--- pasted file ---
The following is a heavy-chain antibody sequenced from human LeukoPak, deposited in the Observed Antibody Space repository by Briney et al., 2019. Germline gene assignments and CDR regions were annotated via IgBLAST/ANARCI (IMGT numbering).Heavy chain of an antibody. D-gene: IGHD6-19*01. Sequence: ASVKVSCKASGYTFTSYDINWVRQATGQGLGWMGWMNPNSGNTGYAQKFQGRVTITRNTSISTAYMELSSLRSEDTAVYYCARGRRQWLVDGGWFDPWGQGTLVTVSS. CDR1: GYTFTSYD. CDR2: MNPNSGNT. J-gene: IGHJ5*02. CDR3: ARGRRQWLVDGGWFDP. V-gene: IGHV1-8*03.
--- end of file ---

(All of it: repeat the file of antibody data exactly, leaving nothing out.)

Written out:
The following is a heavy-chain antibody sequenced from human LeukoPak, deposited in the Observed Antibody Space repository by Briney et al., 2019. Germline gene assignments and CDR regions were annotated via IgBLAST/ANARCI (IMGT numbering).Heavy chain of an antibody. D-gene: IGHD6-19*01. Sequence: ASVKVSCKASGYTFTSYDINWVRQATGQGLGWMGWMNPNSGNTGYAQKFQGRVTITRNTSISTAYMELSSLRSEDTAVYYCARGRRQWLVDGGWFDPWGQGTLVTVSS. CDR1: GYTFTSYD. CDR2: MNPNSGNT. J-gene: IGHJ5*02. CDR3: ARGRRQWLVDGGWFDP. V-gene: IGHV1-8*03.